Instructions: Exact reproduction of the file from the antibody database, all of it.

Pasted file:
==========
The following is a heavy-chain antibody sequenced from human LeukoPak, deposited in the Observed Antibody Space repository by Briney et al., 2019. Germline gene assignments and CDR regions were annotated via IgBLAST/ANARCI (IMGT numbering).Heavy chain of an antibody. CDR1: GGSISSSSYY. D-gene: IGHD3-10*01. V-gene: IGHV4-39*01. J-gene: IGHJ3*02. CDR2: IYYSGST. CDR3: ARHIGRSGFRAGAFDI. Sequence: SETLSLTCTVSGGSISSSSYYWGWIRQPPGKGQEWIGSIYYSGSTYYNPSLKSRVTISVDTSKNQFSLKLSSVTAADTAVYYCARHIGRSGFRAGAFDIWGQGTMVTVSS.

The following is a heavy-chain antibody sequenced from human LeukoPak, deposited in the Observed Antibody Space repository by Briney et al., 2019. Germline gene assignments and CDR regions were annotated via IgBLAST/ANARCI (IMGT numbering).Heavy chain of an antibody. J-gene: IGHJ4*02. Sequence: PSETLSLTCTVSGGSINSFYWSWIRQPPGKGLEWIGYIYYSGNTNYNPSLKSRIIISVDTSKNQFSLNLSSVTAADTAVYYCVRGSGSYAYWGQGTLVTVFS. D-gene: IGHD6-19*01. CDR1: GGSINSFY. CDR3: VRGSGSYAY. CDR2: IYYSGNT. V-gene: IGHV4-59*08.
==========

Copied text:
The following is a heavy-chain antibody sequenced from human LeukoPak, deposited in the Observed Antibody Space repository by Briney et al., 2019. Germline gene assignments and CDR regions were annotated via IgBLAST/ANARCI (IMGT numbering).Heavy chain of an antibody. CDR1: GGSISSSSYY. D-gene: IGHD3-10*01. V-gene: IGHV4-39*01. J-gene: IGHJ3*02. CDR2: IYYSGST. CDR3: ARHIGRSGFRAGAFDI. Sequence: SETLSLTCTVSGGSISSSSYYWGWIRQPPGKGQEWIGSIYYSGSTYYNPSLKSRVTISVDTSKNQFSLKLSSVTAADTAVYYCARHIGRSGFRAGAFDIWGQGTMVTVSS.

The following is a heavy-chain antibody sequenced from human LeukoPak, deposited in the Observed Antibody Space repository by Briney et al., 2019. Germline gene assignments and CDR regions were annotated via IgBLAST/ANARCI (IMGT numbering).Heavy chain of an antibody. J-gene: IGHJ4*02. Sequence: PSETLSLTCTVSGGSINSFYWSWIRQPPGKGLEWIGYIYYSGNTNYNPSLKSRIIISVDTSKNQFSLNLSSVTAADTAVYYCVRGSGSYAYWGQGTLVTVFS. D-gene: IGHD6-19*01. CDR1: GGSINSFY. CDR3: VRGSGSYAY. CDR2: IYYSGNT. V-gene: IGHV4-59*08.